:: The Missing by CL Taylor (Avon, £7.99 paperback) is a gripping psychological thriller about a 15-year-old boy who goes missing, and the family secrets which begin to surface when an appeal for information goes horribly wrong. His mother is convinced he is still alive. But are we?

:: The Good Father author Noah Hawley, creator of Golden Globe-winning TV series Fargo, brings us Before The Fall (Hodder & Stoughton, £14.99), about two multi-millionaires heading home in a private jet with their families. When their plane crashes into the sea, the only survivors are an artist and the four-year-old son of a media mogul, but was it a tragic accident or something more sinister?

:: Lie With Me by Sabine Durrant (Mulholland Books, £16.99, out July 28) will keep you on the edge of your seat with the story of a former literary sensation whose star is on the wane. He tells lies, pretending to lead a charmed life, manages to worm his way into the affections of a rich woman and is invited to spend a holiday on a Greek island. But he's soon to regret it...


:: The Co-op's Got Bananas by Hunter Davies (Simon & Schuster, £16.99). Published in the year this celebrated columnist and author turns 80, he recalls his childhood growing up in Scotland and Cumbria in the Forties and Fifties, capturing gritty working class life with humour and charm and painting a vivid picture of that period of social history.

:: Delta Lady by Rita Coolidge (Harper, £18.99). Find out what really went on with her one-time husband Kris Kristofferson and others on the road, as the original 'Delta Lady' Coolidge lifts the lid on her life in the music industry in the late 60s and beyond, recording with the likes of Eric Clapton, Crosby, Stills & Nash, her highs and lows, failed romances and personal tragedies.


:: Harry Potter And The Cursed Child by JK Rowling, Jack Thorne and John Tiffany (Little, Brown, £20, out July 31). As always, Potter will no doubt be casting his spell on readers worldwide when he reappears as an overworked employee at the Ministry of Magic, with three kids and a complicated past. The book – a play script of the forthcoming West End production – is set to be released hours after the first show.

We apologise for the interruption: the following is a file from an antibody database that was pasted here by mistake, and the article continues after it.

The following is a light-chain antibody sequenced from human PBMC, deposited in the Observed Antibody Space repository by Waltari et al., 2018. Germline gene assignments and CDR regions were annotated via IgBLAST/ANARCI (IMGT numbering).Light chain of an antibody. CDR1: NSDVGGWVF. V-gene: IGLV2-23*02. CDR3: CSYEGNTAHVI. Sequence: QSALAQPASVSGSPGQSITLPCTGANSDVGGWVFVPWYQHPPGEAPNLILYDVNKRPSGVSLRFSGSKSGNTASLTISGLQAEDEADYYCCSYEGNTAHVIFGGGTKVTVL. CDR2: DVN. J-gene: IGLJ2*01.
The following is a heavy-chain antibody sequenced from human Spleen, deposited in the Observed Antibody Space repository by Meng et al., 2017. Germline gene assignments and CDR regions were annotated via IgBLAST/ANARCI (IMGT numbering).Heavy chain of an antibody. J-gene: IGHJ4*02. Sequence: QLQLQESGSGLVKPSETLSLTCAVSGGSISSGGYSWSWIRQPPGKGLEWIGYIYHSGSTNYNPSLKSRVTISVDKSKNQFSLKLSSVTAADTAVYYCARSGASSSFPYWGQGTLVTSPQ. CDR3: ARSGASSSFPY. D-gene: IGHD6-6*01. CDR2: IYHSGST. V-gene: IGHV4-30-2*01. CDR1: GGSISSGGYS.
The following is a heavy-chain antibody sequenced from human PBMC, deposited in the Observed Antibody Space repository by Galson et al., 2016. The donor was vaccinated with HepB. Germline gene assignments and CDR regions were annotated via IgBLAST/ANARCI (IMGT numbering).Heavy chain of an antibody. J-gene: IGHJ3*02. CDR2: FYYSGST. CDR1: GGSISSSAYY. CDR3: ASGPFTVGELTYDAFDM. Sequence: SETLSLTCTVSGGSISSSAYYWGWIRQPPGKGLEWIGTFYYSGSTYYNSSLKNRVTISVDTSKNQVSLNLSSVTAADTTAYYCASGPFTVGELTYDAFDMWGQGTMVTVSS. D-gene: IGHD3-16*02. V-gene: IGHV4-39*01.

:: The Muse by Jessie Burton (Picador, £12.99) follows the author's runaway debut The Miniaturist. Set in 1967, it follows the fortunes of a Trinidadian immigrant who starts work as a typist at a London art gallery, where she meets a man who's inherited a mysterious painting, whose provenance is slowly unveiled in another time frame.

:: The Empathy Problem by Gavin Extence (Hodder & Stoughton, £16.99, out August 11) explores the effects of terminal illness through an arrogant, highly successful millionaire. Anyone who loved Extence's brilliant debut funny-tragic novel The Universe Versus Alex Woods will adore this.

:: Blue Dog by Louis de Bernieres (Harvill Secker, £10, out August 4), the author who gave us Captain Corelli's Mandolin, now concentrates on a young boy who is sent to live with his grandfather in the Outback. Life is tough on the cattle station, until he finds a lost puppy...


...Enjoy a runaway duology from Jojo Moyes with Me Before You (Penguin, £7.99), a love story about a quadriplegic and his carer which was recently made into a film, and the sequel After You (Penguin, £7.99)... Controversial new novel The Swimming Pool by Louise Candlish (Penguin, £7.99, out July 28) is set in a London suburb in a heatwave and builds to a catastrophic climax at a party at the local lido... Anyone who didn't read The Girl On The Train by Paula Hawkins first time around can now get it in paperback (Black Swan, £7.99)

Enjoy reading the Irish News?

Subscribe now to get full access